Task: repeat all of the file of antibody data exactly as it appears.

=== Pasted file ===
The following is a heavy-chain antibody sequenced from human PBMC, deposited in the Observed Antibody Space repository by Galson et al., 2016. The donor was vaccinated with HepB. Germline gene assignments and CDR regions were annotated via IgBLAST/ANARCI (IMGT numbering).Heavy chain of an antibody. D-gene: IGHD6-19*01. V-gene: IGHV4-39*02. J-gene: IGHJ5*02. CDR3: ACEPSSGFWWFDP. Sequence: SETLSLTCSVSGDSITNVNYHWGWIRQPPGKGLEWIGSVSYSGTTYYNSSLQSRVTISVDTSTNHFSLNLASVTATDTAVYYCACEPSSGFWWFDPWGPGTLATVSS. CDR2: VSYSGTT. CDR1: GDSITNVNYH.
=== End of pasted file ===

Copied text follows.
The following is a heavy-chain antibody sequenced from human PBMC, deposited in the Observed Antibody Space repository by Galson et al., 2016. The donor was vaccinated with HepB. Germline gene assignments and CDR regions were annotated via IgBLAST/ANARCI (IMGT numbering).Heavy chain of an antibody. D-gene: IGHD6-19*01. V-gene: IGHV4-39*02. J-gene: IGHJ5*02. CDR3: ACEPSSGFWWFDP. Sequence: SETLSLTCSVSGDSITNVNYHWGWIRQPPGKGLEWIGSVSYSGTTYYNSSLQSRVTISVDTSTNHFSLNLASVTATDTAVYYCACEPSSGFWWFDPWGPGTLATVSS. CDR2: VSYSGTT. CDR1: GDSITNVNYH.